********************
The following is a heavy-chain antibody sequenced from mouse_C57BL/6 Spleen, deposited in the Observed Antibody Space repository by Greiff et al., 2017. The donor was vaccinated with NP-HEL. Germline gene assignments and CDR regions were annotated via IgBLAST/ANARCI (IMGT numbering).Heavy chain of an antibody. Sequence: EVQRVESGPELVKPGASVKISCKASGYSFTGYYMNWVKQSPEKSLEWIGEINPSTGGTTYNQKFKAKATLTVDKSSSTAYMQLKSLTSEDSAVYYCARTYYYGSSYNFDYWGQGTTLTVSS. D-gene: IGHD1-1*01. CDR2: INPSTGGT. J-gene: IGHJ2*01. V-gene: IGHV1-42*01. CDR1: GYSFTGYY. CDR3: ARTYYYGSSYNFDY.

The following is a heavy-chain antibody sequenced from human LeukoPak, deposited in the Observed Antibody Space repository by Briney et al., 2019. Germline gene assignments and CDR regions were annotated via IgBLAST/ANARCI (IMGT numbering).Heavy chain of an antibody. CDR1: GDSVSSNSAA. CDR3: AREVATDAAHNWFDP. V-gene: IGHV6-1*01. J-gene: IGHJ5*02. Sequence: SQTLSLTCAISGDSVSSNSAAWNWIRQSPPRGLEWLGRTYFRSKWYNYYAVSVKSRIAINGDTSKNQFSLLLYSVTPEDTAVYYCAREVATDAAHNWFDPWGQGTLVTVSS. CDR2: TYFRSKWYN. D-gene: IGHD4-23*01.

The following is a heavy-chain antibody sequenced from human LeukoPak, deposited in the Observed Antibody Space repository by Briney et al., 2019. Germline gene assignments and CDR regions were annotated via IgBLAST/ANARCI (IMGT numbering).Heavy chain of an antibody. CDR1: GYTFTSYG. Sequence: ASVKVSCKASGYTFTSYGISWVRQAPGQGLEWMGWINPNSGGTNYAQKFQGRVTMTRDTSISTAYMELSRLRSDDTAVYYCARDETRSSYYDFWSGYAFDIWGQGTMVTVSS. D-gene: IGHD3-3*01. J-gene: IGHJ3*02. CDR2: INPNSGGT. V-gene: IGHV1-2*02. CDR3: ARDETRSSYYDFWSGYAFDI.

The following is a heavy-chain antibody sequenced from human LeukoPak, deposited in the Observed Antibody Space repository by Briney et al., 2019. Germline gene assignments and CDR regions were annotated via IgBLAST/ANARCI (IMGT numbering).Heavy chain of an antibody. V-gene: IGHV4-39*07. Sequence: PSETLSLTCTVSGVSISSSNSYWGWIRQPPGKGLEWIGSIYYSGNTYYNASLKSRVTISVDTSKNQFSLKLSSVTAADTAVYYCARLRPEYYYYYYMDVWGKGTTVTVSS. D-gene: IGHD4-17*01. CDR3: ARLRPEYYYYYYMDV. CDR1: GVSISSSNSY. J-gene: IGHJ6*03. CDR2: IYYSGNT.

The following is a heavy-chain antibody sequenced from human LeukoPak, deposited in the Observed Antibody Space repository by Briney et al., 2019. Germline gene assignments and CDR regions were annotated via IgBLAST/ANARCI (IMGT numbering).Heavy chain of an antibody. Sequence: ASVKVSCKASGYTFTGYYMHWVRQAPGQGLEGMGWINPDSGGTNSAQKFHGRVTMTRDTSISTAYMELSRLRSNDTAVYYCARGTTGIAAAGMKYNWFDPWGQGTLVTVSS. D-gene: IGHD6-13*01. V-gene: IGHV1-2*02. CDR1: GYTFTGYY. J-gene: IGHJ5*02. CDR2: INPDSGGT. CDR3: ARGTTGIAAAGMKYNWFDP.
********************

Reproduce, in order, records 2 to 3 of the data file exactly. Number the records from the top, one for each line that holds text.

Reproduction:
The following is a heavy-chain antibody sequenced from human LeukoPak, deposited in the Observed Antibody Space repository by Briney et al., 2019. Germline gene assignments and CDR regions were annotated via IgBLAST/ANARCI (IMGT numbering).Heavy chain of an antibody. CDR1: GDSVSSNSAA. CDR3: AREVATDAAHNWFDP. V-gene: IGHV6-1*01. J-gene: IGHJ5*02. Sequence: SQTLSLTCAISGDSVSSNSAAWNWIRQSPPRGLEWLGRTYFRSKWYNYYAVSVKSRIAINGDTSKNQFSLLLYSVTPEDTAVYYCAREVATDAAHNWFDPWGQGTLVTVSS. CDR2: TYFRSKWYN. D-gene: IGHD4-23*01.

The following is a heavy-chain antibody sequenced from human LeukoPak, deposited in the Observed Antibody Space repository by Briney et al., 2019. Germline gene assignments and CDR regions were annotated via IgBLAST/ANARCI (IMGT numbering).Heavy chain of an antibody. CDR1: GYTFTSYG. Sequence: ASVKVSCKASGYTFTSYGISWVRQAPGQGLEWMGWINPNSGGTNYAQKFQGRVTMTRDTSISTAYMELSRLRSDDTAVYYCARDETRSSYYDFWSGYAFDIWGQGTMVTVSS. D-gene: IGHD3-3*01. J-gene: IGHJ3*02. CDR2: INPNSGGT. V-gene: IGHV1-2*02. CDR3: ARDETRSSYYDFWSGYAFDI.